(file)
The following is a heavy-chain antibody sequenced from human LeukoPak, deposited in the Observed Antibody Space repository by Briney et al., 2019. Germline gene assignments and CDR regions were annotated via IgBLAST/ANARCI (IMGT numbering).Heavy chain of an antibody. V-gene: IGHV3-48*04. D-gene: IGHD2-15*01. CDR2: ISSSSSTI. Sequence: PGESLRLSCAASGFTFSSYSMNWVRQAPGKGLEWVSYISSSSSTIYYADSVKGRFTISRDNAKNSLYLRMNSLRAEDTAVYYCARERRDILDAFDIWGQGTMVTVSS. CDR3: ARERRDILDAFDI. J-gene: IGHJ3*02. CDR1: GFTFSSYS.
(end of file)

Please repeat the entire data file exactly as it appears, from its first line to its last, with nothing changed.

The following is a heavy-chain antibody sequenced from human LeukoPak, deposited in the Observed Antibody Space repository by Briney et al., 2019. Germline gene assignments and CDR regions were annotated via IgBLAST/ANARCI (IMGT numbering).Heavy chain of an antibody. V-gene: IGHV3-48*04. D-gene: IGHD2-15*01. CDR2: ISSSSSTI. Sequence: PGESLRLSCAASGFTFSSYSMNWVRQAPGKGLEWVSYISSSSSTIYYADSVKGRFTISRDNAKNSLYLRMNSLRAEDTAVYYCARERRDILDAFDIWGQGTMVTVSS. CDR3: ARERRDILDAFDI. J-gene: IGHJ3*02. CDR1: GFTFSSYS.